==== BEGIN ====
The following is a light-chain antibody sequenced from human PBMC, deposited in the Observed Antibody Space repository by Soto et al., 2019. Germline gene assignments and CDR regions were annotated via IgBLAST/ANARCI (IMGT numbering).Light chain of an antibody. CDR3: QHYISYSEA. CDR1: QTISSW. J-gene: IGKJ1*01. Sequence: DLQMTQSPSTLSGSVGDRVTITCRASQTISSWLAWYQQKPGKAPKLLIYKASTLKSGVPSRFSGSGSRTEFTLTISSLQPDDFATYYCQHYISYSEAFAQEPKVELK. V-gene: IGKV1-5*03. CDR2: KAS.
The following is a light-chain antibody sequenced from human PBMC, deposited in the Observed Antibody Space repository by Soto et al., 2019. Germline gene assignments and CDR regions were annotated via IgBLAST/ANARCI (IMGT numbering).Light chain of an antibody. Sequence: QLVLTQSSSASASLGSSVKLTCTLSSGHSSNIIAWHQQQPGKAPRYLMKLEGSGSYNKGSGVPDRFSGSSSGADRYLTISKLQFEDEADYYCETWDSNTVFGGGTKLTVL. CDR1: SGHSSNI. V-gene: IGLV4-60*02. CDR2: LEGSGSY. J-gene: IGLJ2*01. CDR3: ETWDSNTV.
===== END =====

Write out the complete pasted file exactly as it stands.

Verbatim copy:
The following is a light-chain antibody sequenced from human PBMC, deposited in the Observed Antibody Space repository by Soto et al., 2019. Germline gene assignments and CDR regions were annotated via IgBLAST/ANARCI (IMGT numbering).Light chain of an antibody. CDR3: QHYISYSEA. CDR1: QTISSW. J-gene: IGKJ1*01. Sequence: DLQMTQSPSTLSGSVGDRVTITCRASQTISSWLAWYQQKPGKAPKLLIYKASTLKSGVPSRFSGSGSRTEFTLTISSLQPDDFATYYCQHYISYSEAFAQEPKVELK. V-gene: IGKV1-5*03. CDR2: KAS.
The following is a light-chain antibody sequenced from human PBMC, deposited in the Observed Antibody Space repository by Soto et al., 2019. Germline gene assignments and CDR regions were annotated via IgBLAST/ANARCI (IMGT numbering).Light chain of an antibody. Sequence: QLVLTQSSSASASLGSSVKLTCTLSSGHSSNIIAWHQQQPGKAPRYLMKLEGSGSYNKGSGVPDRFSGSSSGADRYLTISKLQFEDEADYYCETWDSNTVFGGGTKLTVL. CDR1: SGHSSNI. V-gene: IGLV4-60*02. CDR2: LEGSGSY. J-gene: IGLJ2*01. CDR3: ETWDSNTV.